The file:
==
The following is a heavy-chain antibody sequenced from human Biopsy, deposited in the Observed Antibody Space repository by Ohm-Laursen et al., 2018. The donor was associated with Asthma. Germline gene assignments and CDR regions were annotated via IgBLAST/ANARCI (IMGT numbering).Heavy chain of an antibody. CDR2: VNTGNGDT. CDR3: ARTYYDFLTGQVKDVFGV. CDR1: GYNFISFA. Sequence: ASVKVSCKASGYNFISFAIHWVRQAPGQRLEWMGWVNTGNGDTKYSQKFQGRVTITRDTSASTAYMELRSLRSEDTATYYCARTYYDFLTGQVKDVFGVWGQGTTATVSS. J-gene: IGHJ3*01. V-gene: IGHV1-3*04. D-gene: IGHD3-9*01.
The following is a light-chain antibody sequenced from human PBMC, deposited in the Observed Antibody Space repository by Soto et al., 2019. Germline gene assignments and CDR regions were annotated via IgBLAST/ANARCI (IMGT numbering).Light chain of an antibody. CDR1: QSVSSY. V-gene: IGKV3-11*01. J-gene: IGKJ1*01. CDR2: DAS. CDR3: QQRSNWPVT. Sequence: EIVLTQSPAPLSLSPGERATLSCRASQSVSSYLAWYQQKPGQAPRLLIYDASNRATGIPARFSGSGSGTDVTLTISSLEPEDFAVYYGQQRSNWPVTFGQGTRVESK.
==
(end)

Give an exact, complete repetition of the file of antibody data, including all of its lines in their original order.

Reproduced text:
The following is a heavy-chain antibody sequenced from human Biopsy, deposited in the Observed Antibody Space repository by Ohm-Laursen et al., 2018. The donor was associated with Asthma. Germline gene assignments and CDR regions were annotated via IgBLAST/ANARCI (IMGT numbering).Heavy chain of an antibody. CDR2: VNTGNGDT. CDR3: ARTYYDFLTGQVKDVFGV. CDR1: GYNFISFA. Sequence: ASVKVSCKASGYNFISFAIHWVRQAPGQRLEWMGWVNTGNGDTKYSQKFQGRVTITRDTSASTAYMELRSLRSEDTATYYCARTYYDFLTGQVKDVFGVWGQGTTATVSS. J-gene: IGHJ3*01. V-gene: IGHV1-3*04. D-gene: IGHD3-9*01.
The following is a light-chain antibody sequenced from human PBMC, deposited in the Observed Antibody Space repository by Soto et al., 2019. Germline gene assignments and CDR regions were annotated via IgBLAST/ANARCI (IMGT numbering).Light chain of an antibody. CDR1: QSVSSY. V-gene: IGKV3-11*01. J-gene: IGKJ1*01. CDR2: DAS. CDR3: QQRSNWPVT. Sequence: EIVLTQSPAPLSLSPGERATLSCRASQSVSSYLAWYQQKPGQAPRLLIYDASNRATGIPARFSGSGSGTDVTLTISSLEPEDFAVYYGQQRSNWPVTFGQGTRVESK.